Following the tour, Kim Konkel, Director of Recruiting and Communications for Dedman College of Humanities and Sciences, provided an information session about the different majors and course requirements available through Dedman, as well as more information about scholarships and research happening through the college.

Speaking about the importance of researching options for college and available programs of study, Konkel elaborated, “Research shouldn’t begin once you enter college; it has to start well before then. Students need to know they have many choices and what they are so when the time comes they can make an informed college decision. It is important for students to do their research so they can figure out which college is the best fit for them and which will provide them with the breadth and depth of knowledge to make them a responsible leader who is competitive in our global job market.”

The second portion of the program is more health care career focused and includes speakers from different professions and educational programs to present to the students about required education, the types of courses they should take throughout college, financing their education, as well as personal stories about why and how they chose their current career.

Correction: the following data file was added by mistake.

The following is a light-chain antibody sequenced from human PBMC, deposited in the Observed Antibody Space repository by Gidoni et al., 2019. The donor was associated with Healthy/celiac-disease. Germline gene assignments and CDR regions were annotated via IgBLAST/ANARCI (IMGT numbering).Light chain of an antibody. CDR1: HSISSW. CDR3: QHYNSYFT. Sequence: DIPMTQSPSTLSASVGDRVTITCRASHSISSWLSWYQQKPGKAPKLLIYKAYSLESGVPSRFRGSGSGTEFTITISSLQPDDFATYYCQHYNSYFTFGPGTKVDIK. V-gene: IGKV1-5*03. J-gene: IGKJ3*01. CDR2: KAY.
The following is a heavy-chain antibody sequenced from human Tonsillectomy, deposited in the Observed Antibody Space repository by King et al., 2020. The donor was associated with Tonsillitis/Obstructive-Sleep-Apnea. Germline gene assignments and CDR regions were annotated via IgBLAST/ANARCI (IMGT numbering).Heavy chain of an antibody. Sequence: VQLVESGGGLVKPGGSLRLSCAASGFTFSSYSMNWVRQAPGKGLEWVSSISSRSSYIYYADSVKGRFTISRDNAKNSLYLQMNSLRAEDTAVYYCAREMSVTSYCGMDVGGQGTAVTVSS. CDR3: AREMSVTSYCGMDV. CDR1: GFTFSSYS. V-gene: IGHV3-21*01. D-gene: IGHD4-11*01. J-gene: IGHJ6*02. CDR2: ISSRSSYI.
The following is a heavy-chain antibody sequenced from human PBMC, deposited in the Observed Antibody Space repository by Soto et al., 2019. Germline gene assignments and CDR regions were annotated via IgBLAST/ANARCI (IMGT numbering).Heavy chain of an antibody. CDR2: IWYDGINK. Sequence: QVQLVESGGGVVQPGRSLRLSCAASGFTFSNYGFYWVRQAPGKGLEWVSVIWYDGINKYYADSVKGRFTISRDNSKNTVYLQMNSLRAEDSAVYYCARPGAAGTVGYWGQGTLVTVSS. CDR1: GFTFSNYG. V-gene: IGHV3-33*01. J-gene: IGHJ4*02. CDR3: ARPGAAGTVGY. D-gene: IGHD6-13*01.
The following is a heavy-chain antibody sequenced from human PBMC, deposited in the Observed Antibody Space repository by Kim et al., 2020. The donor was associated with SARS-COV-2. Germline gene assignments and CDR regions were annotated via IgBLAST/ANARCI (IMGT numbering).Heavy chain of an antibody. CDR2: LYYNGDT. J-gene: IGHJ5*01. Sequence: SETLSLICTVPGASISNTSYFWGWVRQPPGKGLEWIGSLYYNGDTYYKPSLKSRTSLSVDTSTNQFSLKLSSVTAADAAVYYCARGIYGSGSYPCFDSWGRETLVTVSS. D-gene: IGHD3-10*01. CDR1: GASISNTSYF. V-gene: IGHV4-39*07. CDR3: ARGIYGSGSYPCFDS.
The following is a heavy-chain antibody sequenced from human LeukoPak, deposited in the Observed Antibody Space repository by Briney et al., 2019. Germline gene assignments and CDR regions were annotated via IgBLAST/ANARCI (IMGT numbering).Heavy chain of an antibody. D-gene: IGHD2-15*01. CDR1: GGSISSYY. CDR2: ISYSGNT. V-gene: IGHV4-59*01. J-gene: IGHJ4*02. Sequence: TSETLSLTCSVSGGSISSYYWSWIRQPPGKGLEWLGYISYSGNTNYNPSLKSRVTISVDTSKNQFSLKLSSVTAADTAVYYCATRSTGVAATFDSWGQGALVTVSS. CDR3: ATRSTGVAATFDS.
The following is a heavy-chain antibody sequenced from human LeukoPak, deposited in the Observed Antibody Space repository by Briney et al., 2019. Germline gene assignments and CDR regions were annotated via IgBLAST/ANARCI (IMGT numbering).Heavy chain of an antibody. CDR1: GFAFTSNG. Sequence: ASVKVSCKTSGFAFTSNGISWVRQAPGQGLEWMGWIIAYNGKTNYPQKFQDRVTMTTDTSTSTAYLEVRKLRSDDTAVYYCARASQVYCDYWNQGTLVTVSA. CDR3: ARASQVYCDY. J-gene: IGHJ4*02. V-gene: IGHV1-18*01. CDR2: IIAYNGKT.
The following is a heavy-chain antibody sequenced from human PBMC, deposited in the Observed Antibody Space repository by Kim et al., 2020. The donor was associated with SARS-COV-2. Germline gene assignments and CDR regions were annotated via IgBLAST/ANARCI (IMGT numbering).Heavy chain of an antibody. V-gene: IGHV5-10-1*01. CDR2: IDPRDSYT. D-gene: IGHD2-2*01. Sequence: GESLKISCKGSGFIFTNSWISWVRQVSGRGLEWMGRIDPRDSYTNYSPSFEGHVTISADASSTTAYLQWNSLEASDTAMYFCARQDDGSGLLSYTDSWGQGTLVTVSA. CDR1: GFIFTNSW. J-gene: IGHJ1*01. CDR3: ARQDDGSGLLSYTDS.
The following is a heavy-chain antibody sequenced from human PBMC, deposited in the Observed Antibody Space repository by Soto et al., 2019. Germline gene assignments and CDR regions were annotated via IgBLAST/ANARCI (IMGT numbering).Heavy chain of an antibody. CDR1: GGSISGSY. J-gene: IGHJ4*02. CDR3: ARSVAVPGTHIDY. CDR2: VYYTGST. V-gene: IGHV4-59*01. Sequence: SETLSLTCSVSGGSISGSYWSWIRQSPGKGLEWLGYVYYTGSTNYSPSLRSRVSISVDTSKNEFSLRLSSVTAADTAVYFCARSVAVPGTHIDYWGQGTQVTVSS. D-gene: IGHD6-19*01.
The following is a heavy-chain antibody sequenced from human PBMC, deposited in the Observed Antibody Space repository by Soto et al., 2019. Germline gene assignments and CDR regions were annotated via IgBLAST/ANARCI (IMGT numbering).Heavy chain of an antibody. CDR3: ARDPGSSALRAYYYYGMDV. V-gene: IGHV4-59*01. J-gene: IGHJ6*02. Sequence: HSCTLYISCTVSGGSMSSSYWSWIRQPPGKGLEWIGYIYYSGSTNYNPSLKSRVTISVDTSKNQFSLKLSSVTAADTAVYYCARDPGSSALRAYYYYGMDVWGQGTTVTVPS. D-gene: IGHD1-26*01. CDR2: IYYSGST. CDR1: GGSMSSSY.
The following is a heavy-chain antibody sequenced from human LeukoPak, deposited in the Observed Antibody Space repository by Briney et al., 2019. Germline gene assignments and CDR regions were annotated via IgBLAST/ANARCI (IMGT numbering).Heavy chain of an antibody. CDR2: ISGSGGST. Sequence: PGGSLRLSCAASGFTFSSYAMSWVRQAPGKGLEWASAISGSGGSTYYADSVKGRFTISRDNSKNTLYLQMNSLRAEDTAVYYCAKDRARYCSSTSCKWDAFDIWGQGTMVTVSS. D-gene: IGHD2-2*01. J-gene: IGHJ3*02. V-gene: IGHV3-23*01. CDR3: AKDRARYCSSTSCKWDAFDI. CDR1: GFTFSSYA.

“As a medical student, I know the health professions best, and touring UT Southwestern was a great experience. Our faculty really opened the doors for them, taking them into the gross path lab, showing off some of the unique specimens in the lab, like an elephant heart, and even allowing them to practice working on triage dummies in our labs. It gave them the chance to learn about medical school in a fun, approachable, and interactive way, which can be so critical for high school students,” Evans explained.

Recognizing the importance of keeping the students engaged and active during the sessions, Evans has designed the program to where students will participate in at least two community service projects in addition to the sessions. The summer portion of the program closes with personal meetings with each of the students to create a plan for their upcoming school year, and the meetings will continue once a month to allow them some time to check in with Evans and stay on track.

“Working with the students this summer has been an amazing experience, and we’ve been able to help them take real, actionable steps toward the college application process, like preparing personal statements for their applications and beginning ACT/SAT prep. I’m excited to continue to work with them and help them as they move into the next phase of their education and lives,” Evans concluded.